The EU’s moral spinelessness in negotiating with hostile powers, mentioned earlier here and here, and prematurely rebutted by my friend Jarrod at EEWW, has been reaffirmed by the EU’s own foreign policy chief:
EU foreign policy chief Solana says China arms ban ‘unfair’
BRUSSELS : European Union (EU) foreign policy chief Javier Solana said that maintaining an arms embargo on China is “unfair” given the changes in China since it was imposed in 1989.
Beyond China’s recent legislative threat to Taiwan, the reasons not to lift the ban are so obvious on their face that I needn’t even get into my messier, realpolitik opposition to the sale. To quote some German newspapers compiled by BBC monitoring:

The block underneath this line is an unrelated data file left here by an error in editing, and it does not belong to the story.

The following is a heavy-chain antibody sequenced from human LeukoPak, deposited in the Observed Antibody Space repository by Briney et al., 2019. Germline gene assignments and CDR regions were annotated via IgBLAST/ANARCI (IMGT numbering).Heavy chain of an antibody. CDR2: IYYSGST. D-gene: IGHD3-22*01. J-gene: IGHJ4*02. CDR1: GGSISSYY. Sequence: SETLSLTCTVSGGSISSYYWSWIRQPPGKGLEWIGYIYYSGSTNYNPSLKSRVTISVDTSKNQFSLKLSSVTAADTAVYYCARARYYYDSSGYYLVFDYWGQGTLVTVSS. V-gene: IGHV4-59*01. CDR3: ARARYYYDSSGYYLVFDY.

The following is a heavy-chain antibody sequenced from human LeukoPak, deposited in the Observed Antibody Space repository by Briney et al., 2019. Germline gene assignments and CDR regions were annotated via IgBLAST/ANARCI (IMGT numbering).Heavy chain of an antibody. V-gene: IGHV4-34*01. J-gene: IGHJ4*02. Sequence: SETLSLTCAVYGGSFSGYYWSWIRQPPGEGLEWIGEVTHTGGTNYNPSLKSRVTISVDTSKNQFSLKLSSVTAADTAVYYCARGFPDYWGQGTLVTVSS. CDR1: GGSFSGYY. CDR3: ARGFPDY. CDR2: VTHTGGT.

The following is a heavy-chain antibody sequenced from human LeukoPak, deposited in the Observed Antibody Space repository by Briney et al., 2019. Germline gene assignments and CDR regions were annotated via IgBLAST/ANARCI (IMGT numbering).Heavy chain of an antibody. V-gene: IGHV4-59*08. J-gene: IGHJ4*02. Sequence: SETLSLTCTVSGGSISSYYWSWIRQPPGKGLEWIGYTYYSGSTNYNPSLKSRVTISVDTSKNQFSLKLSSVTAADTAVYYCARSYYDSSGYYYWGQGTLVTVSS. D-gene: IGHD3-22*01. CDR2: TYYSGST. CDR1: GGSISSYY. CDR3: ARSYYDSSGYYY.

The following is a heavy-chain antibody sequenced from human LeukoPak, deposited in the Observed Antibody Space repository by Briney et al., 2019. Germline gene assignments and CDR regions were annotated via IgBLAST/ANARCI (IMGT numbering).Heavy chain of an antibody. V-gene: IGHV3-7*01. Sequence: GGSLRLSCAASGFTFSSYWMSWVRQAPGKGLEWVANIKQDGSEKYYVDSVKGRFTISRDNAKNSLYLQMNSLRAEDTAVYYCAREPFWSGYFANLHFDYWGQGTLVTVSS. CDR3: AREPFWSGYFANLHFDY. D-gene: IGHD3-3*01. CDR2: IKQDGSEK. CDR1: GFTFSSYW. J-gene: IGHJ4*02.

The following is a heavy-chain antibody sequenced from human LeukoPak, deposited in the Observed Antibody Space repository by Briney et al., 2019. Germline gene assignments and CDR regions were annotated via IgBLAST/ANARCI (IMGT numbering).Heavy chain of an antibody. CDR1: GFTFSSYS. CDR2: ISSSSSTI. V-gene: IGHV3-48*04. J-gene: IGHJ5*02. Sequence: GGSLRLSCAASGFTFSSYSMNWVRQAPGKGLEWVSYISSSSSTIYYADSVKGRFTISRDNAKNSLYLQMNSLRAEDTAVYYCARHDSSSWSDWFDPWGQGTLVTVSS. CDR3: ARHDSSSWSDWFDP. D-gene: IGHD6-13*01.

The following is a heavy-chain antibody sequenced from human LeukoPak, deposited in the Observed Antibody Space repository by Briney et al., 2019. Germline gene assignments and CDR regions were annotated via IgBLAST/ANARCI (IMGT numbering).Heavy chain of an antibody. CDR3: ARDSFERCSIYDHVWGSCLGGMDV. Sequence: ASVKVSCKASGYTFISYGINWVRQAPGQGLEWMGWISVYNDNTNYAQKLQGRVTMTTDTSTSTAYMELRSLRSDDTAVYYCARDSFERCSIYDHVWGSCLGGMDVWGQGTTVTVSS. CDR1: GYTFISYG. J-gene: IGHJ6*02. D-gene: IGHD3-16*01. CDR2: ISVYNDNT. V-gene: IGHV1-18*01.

Sueddeutsche Zeitung: “As long as so little in China changes for the better… there is no reason to reverse an EU policy which has so far been right because it is decent.”
Der Tagesspiegel: “It is shameful for EU giants France and Germany, with their global ambitions, that they have to be reminded by smaller EU states such as Sweden and Belgium that Europe has to take on global responsibility in Asia, too… [They] will now have time to reconsider their position.”
Additionally, go figure that Germany’s Green Party also opposes lifting the embargo. Granted, their motivations are different from mine, but the enemy of my enemy….
I’m not one of the Nancy Pelosi types that thinks China has to hold elections for us to even talk to them. Things in China are genuinely changing for the better. But if nothing else, China’s decision to declare it would use force against Taiwan just before a vote was the equivalent of kicking sand in the EU’s face. That borders on Pyongyang diplomacy, and only degree holders from the Chamberlain School of Advanced Diplomacy should be involved in negotiations when the other party acts with such bad faith.